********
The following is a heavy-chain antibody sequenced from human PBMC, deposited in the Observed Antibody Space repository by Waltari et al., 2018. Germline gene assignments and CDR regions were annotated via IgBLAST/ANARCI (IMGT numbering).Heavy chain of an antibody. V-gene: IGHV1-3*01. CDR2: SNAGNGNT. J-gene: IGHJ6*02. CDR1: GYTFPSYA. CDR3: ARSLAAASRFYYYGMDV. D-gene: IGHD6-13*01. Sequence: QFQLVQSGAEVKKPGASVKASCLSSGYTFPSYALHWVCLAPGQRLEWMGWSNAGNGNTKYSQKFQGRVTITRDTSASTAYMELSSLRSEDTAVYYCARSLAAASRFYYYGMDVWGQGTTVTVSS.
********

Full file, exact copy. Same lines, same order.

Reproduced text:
The following is a heavy-chain antibody sequenced from human PBMC, deposited in the Observed Antibody Space repository by Waltari et al., 2018. Germline gene assignments and CDR regions were annotated via IgBLAST/ANARCI (IMGT numbering).Heavy chain of an antibody. V-gene: IGHV1-3*01. CDR2: SNAGNGNT. J-gene: IGHJ6*02. CDR1: GYTFPSYA. CDR3: ARSLAAASRFYYYGMDV. D-gene: IGHD6-13*01. Sequence: QFQLVQSGAEVKKPGASVKASCLSSGYTFPSYALHWVCLAPGQRLEWMGWSNAGNGNTKYSQKFQGRVTITRDTSASTAYMELSSLRSEDTAVYYCARSLAAASRFYYYGMDVWGQGTTVTVSS.